The Saimiri Monkey as an Experimental Host for the Virus of Yellow Fever

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  • Villavicencio Field Laboratory, Villavicencio, Colombia

Summary

The Villavicencio population of Saimiri sciureus caquetensis is highly susceptible to the virus of yellow fever: nineteen animals with negative preinoculation protection tests have been inoculated with known virus, and circulating virus has been recovered in all except one case (an animal that may have received a mixture of virus and antibodies). The maximum titer of virus in circulation is usually at least 1:100,000 and in acute infections exceeds 1:1,000,000.

The mortality rate in a series of fourteen infections with various strains of virus was about 33 per cent. There are usually some pathological changes in the liver in fatal infections, but lesions characteristic of yellow fever as found in man and rhesus monkeys have only been seen in one case. There is usually a clear febrile reaction to the infection.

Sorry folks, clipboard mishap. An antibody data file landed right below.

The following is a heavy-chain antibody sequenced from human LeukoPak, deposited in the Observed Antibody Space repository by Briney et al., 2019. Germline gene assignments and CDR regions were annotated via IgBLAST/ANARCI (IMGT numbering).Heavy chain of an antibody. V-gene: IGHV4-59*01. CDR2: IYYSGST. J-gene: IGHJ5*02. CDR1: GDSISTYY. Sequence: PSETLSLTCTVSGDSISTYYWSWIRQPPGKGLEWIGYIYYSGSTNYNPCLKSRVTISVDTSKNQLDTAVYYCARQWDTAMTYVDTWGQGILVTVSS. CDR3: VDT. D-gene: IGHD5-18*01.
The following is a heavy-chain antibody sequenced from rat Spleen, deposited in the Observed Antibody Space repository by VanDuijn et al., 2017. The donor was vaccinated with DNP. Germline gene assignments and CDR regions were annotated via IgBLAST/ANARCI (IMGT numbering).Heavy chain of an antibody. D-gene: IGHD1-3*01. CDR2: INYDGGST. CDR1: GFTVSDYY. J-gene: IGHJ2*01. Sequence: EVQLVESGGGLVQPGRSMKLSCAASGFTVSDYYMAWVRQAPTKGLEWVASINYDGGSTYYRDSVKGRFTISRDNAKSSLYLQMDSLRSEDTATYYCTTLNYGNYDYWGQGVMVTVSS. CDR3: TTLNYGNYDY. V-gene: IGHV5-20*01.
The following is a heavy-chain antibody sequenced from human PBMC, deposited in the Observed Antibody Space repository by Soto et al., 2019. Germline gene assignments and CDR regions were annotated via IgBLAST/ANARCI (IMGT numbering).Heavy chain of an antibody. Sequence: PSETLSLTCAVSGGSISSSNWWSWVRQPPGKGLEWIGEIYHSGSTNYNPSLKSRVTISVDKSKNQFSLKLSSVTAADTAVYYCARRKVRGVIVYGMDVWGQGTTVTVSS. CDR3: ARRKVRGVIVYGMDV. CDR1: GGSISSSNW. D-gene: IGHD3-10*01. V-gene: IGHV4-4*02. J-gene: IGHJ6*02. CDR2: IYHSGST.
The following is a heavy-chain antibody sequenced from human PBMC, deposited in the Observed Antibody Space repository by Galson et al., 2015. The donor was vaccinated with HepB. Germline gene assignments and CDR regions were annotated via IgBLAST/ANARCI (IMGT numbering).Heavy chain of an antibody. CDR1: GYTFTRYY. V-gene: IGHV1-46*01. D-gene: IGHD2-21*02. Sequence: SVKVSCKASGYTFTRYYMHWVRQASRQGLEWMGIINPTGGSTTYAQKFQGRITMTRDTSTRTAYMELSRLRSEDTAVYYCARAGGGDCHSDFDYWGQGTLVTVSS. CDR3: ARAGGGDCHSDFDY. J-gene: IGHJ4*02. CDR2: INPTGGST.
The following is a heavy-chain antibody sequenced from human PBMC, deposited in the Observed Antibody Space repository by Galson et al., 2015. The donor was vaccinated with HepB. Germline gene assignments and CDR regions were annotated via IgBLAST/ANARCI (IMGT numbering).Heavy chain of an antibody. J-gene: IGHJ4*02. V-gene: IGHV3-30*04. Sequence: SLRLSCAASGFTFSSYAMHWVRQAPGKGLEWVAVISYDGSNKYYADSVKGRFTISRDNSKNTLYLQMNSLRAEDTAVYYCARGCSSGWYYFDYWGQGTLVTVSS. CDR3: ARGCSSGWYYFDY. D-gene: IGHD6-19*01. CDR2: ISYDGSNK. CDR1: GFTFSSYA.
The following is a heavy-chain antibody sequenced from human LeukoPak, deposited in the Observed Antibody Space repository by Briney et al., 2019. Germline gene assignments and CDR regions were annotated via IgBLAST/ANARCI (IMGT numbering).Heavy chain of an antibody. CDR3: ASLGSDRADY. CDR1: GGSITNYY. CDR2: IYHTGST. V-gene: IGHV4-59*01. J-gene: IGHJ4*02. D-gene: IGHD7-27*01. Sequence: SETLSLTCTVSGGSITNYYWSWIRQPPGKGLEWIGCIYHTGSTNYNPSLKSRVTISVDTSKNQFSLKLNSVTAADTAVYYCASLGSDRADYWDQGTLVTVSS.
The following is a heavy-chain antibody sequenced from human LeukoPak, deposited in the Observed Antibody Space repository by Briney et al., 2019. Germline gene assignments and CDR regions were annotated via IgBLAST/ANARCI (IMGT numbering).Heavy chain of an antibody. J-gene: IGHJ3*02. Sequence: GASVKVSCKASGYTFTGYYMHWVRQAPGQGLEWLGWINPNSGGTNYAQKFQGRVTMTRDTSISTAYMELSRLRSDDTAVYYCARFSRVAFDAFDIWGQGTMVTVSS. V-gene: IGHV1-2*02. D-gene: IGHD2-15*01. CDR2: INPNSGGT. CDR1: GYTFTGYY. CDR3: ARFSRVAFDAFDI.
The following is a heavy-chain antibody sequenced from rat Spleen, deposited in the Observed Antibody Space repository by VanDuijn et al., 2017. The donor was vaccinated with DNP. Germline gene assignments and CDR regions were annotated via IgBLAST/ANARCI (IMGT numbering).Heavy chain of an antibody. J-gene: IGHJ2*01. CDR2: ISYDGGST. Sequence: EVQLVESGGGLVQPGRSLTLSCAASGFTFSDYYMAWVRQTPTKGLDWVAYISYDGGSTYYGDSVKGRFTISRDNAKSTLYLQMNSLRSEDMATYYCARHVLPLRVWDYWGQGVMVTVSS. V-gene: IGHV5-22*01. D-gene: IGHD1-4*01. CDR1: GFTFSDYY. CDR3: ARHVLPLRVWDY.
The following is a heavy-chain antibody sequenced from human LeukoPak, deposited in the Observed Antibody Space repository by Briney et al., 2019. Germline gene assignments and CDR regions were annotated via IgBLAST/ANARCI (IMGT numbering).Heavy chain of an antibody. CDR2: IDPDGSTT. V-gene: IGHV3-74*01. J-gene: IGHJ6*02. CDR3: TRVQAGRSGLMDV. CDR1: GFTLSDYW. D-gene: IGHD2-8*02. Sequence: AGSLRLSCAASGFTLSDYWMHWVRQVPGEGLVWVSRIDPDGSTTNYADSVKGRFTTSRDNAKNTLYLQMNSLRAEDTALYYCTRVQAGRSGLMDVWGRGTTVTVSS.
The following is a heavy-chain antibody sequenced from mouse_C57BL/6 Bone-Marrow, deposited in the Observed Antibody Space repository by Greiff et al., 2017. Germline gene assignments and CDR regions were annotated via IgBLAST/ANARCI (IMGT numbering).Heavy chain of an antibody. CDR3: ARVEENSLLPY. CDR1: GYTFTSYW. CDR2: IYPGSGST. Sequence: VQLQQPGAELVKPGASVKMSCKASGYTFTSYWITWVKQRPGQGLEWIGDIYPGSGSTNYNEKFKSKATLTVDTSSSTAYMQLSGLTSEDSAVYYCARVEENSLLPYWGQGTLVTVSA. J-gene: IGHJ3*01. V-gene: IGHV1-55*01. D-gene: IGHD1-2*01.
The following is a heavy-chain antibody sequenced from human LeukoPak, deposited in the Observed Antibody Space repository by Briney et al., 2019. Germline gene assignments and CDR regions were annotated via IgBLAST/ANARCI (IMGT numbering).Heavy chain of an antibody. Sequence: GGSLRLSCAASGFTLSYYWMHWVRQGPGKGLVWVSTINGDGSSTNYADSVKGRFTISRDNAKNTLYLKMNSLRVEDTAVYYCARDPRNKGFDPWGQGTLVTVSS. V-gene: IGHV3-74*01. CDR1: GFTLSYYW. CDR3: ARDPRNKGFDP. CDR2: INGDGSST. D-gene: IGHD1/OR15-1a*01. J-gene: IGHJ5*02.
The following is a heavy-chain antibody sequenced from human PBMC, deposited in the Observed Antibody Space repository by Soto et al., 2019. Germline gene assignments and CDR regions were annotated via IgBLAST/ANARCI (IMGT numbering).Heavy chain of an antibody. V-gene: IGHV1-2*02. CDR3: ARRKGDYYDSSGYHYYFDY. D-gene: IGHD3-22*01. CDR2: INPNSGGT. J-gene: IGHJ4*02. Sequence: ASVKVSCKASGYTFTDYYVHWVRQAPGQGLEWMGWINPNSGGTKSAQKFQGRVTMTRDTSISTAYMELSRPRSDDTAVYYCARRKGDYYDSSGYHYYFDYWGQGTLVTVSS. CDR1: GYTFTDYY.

The species may be infected by doses of virus too small to be detected by the standard method of intracerebral inoculation in susceptible white mice.

Antibody production, as measured by the intracerebral protection test, may be very weak, corresponding to a dilution of 1:64 of immune rhesus serum. There is, however, no evidence of “false positive” reactions.

The advantages of saimiri for the laboratory study of yellow fever virus are: availability (over much of South America), susceptibility, and the relative ease with which the animals can be maintained in captivity.

Disadvantages are: small size, high degree of helminth parasitism, toxicity of pure serum for white mice, and the uncertainty of working with animals that may have been exposed to infection in the wild state before capture.

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